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Where no fans have gone before

Terry Erdmann and Paula Block became Trekkies almost by accident.

The Jacksonville couple recently left long careers in the entertainment business in Los Angeles, during which time they both found themselves transported into the vast, complex Star Trek universe.

Erdmann worked as a publicist for Paramount Pictures and was assigned to the set of "Star Trek 5: The Final Frontier."

"I spent every minute on that set," Erdmann said. "After that, I became Paramount's Star Trek person. In the entertainment business, when you do one thing, you suddenly become an expert on it."

Block, who worked at Paramount's licensing department, joined Erdmann on the Star Trek set.

Soon, the pair were assigned to write a companion book for the "Star Trek: Deep Space 9" series.

More Star Trek-themed books followed and suddenly they morphed into Trek experts.

You want proof? Their work is cited on several Star Trek Wikipedia pages including the entry dedicated to one Capt. James T. Kirk.

"Appearing at the bottom of Wikipedia articles about Star Trek was an experience," Block said. "You know you've made it when that happens."

Though the couple have an office packed with Trek memorabilia and refer to William Shatner as "Bill," they described themselves as enthusiastic, but not obsessive, Trek fans.

"It's not that we don't love Star Trek, we do," Block said. "But I'd say we're more entertainment industry fans."

In addition to the Star Trek books, they have written companion pieces to shows such as "Monk" and "The 4400" as well as for major Hollywood films, including "The Last Samurai."

But their Trek books remain the most popular, according buyer feedback posted on Amazon.

'We read everything our critics have to say," Block said. "It's nice to hear when people enjoy something you've done."

It's not easy to please Trek fans, Block said.

"If you say something incorrect in a Star Trek book you will get hate mail," Block said. "You must be accurate."

Their latest project is a primer book titled "Star Trek 101: A Practical Guide to Who, What, Where and Why."

The book is geared toward the causal Trek fan, who might feel daunted by the show's sprawling mythology.

"This book is for the sister of a Star Trek fan," Block said. "It will get her up to speed so she can talk with a huge fan."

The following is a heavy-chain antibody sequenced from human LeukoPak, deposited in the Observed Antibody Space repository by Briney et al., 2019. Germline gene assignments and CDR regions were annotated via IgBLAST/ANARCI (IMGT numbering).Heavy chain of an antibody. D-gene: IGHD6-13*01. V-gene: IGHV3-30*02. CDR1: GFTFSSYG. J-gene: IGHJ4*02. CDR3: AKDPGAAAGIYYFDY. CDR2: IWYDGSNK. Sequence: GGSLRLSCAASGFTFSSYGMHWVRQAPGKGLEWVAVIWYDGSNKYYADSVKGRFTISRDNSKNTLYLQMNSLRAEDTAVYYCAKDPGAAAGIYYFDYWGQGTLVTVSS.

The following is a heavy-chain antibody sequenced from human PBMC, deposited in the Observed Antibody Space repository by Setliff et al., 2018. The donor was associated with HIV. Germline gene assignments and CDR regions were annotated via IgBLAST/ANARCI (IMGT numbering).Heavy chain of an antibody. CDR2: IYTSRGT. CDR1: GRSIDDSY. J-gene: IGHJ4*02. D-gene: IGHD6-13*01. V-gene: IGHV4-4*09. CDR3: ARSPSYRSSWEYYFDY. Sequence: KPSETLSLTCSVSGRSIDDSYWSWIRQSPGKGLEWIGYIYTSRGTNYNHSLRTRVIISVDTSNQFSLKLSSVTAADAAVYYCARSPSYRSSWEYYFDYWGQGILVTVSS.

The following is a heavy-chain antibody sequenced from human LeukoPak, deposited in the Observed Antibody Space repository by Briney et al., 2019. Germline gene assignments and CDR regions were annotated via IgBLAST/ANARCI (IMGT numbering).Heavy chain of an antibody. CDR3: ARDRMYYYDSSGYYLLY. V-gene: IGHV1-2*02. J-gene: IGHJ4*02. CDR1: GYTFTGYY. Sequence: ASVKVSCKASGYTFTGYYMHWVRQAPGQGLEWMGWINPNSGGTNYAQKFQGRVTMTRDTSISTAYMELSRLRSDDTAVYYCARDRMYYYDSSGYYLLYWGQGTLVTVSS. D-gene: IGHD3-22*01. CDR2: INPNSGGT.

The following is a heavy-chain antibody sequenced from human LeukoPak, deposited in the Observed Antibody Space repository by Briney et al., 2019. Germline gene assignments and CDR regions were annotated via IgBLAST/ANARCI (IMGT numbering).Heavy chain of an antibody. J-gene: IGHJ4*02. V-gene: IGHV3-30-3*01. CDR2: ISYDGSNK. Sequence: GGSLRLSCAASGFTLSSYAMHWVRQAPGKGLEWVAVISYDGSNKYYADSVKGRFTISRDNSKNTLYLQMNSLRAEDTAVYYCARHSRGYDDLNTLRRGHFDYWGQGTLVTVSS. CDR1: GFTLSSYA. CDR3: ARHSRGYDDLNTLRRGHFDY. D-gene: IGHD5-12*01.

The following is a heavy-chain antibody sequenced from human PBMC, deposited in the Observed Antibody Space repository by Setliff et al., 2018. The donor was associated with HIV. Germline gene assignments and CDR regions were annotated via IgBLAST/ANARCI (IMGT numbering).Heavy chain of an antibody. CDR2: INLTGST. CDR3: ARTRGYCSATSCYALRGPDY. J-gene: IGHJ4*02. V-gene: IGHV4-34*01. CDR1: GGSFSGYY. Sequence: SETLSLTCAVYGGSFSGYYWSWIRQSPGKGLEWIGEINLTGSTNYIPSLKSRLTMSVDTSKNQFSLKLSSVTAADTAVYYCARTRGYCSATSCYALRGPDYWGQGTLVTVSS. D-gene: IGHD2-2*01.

Block says Star Trek fans are a misunderstood lot, stereotyped as social rejects who live in their parents' basements.

"We've been to sci-fi conventions and met Star Trek fans who are nuclear engineers and pilots," Block said. "For the most part, they are such friendly, passionate people. What sets them apart is their love for a show set in space."

Block blames the media for misrepresenting Trek fans.

"When the TV stations show up to conventions they ignore all the normal-looking people and focus on the one person wearing fake ears," Block said. "Yes, some of them are wearing costumes, a red shirt with a gold medal over the heart, but by golly, these people are smart."

They appreciate Trek's ability to tackle serious social issues in the guise of sci-fi entertainment.

"Star Trek was always about something important," Block said. "It approached subjects like race, Vietnam and gender issues in intelligent ways."

The couple cites "Deep Space 9" as their favorite Trek spin-off series. They also were fans of this summer's big-budget remake directed by JJ Abrams. They wrote a glowing review of the film in the Jacksonville Review.

Though the life of the freelance writer can be hurried and stressful, the duo seem to enjoy pounding out hundreds of thousands of words about Star Trek.

Sometimes, though, the assignments are as daunting as taking on a Klingon Bird-of-Prey.

They scored a gig writing trivia cards for a Star Trek board game. The company ordered 1,000 cards and set a 10-day deadline.

"We had to produce one trivia question and answer every four minutes to meet the deadline," Block said. "We got it done, and found time to eat and sleep."

Some of their favorite Trek memories come from the time they've spent with those who played the iconic characters.

"For the most part, they are the nicest people," Erdmann said. "You can't help but like Bill Shatner. He loves joking around and is the first one to laugh at himself."

Her days in the product licensing department at Paramount put Block in humourous situations with Trek stars.

One time she was overseeing a series of "Star Trek: The Next Generation" comic books and was faced with concerns from Patrick Stewart, who played Capt. Jean-Luc Picard.

"He was disturbed by the artist's rendition of his head," Block said, laughing. "He though it looked too large and round."

A page from the comic hangs beside their writing desk. The panels shows a Picard drawing with a slightly smaller melon. Above the picture, Stewart wrote, "Nice head!"

"It was so refreshing to work with show business people who didn't take themselves too seriously," Block said.

The couple remains mum on whether a new Trek book brewing.

"We don't like to jinx things by talking about them," Block said.

For now, they will continue to hustle for jobs and enjoy their new home in Jacksonville, which they share with two lively collies.

"We do enjoy it, but Star Trek isn't the center of our lives," Erdmann said. "Our dogs are the focus of our lives."

Reach reporter Chris Conrad at 776-4471; or e-mail cconrad@mailtribune.com.

Paula Block and Terry Erdmann of Jacksonville write about the entertainment industry and are best known for their books on Star Trek television shows and movies. - Jim Craven